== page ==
Barbara Tuchman: Inspirational Historian

Barbara Tuchman: Inspirational Historian

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Barbara Tuchman: Inspirational Historian

Barbara Tuchman was known for being one of the best American writers and historians of her time. Born in to a very wealthy and prestige family, her interest in history was adopted through her lifestyle. Her father was not only a banker, philanthropist, and publisher but was also the president of the American Jewish Committee from 1941 to 1943. Her uncle, Henry Morgenthau Jr., served as the Secretary of Treasury under President Franklin D. Roosevelt. While growing up she attended private schools in New York and received a B.A. degree from Radcliffe College. After graduating she went on to work for her father's magazine, The Nation. She was interested in history at this time and began researching historical subjects to place in the magazine. At this time she met her husband, Dr. Lester Reginald Tuchman, and went on to have three daughters through the years (Brody).
While raising a family Barbara Tuchman produced a total of eleven books. Two of her books, The Guns of August and Stillwell and the American Experience in China, 1911-1945, both received the high honor of the Pulitzer Prize. In order to familiarize herself with the history, she frequently traveled to sites of the event in her books. According to Brody, before writing The Guns of August, "she visited Europe for an on-the-spot survey of the areas where the early land battles of World War I had taken place. She followed the routes that the German armies had taken through Luxemburg, Belgium, and northern France in their attempt to reach Paris." Her final book was The First Salute. In the story she presents the American Revolution being viewed through an international perspective. Her writing then forever stopped due to complications of a stroke on February 6, 1989. Though she has passed away, her books leave behind a better understanding of the past and lessons learned. She not only enlightened readers with facts about history, but also provided her opinion of war through her work (Brody). She is quoted as saying, "War is the unfolding of miscalculations" ("Quotes").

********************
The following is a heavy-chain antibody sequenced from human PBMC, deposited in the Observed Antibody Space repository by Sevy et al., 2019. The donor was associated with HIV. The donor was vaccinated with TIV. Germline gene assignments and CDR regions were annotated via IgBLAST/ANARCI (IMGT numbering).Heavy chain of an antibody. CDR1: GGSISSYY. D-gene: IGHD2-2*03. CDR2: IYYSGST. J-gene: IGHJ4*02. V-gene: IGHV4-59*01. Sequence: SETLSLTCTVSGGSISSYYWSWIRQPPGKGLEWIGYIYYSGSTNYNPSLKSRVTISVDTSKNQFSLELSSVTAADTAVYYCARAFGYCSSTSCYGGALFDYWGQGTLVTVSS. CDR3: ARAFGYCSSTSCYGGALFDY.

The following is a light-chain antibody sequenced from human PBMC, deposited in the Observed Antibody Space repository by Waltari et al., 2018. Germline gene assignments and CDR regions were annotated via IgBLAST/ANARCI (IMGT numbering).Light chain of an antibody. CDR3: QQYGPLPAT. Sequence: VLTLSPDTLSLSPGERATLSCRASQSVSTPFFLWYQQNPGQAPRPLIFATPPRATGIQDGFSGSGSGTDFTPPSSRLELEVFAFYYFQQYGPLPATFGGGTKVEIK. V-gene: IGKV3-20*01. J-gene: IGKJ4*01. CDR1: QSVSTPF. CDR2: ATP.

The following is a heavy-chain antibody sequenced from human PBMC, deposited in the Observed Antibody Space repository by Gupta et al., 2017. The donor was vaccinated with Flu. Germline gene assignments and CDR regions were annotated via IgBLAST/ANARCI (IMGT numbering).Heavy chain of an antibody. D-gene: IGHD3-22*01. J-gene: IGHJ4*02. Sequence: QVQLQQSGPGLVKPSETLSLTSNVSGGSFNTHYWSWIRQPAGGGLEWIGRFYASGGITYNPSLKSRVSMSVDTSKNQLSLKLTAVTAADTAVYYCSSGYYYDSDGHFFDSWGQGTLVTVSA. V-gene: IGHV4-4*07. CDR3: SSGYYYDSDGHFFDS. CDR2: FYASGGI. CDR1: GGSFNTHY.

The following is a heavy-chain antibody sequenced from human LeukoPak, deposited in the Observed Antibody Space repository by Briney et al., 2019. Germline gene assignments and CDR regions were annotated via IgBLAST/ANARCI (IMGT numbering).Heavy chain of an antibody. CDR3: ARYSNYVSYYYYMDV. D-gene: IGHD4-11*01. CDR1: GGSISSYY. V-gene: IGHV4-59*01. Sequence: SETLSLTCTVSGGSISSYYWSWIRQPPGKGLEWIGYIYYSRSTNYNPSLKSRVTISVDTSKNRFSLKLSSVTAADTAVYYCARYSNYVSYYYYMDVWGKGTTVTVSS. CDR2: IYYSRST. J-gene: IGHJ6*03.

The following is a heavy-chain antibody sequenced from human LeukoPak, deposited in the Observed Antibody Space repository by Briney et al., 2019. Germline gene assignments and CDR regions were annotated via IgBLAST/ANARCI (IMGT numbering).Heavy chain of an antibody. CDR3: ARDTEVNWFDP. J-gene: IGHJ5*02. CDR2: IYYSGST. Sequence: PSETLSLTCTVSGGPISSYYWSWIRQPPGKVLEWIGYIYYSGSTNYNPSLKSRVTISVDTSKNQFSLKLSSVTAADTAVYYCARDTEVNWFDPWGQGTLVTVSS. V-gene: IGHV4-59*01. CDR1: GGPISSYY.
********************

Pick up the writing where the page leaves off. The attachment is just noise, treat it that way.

Barbara Tuchman is well known for her books on war history. The March of Folly: From Troy to Vietnam, gives a great example of Barbara Tuchman's ability to connect historical events with one another. In the book, she summarizes events in time that meet a criteria she calls "Folly." The criteria has three

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specific points that must be met: First, "it must have been perceived as counter productive in its own time, not merely by hindsight" (5), Secondly, "a feasible alternative course of action must and been available" (5), and thirdly, "the policy in question should be that a group, not an individual ruler, should persist beyond any one political lifetime" (5). By using the criteria, she pinpoints events in history that reflect on her idea. Patrick Conway, a reviewer on the book, thought Tuchman thoroughly demonstrated how folly has affected the human race since the beginning of time. He wrote that, "Overall, The March of Folly makes for a worthwhile reading" (Conway).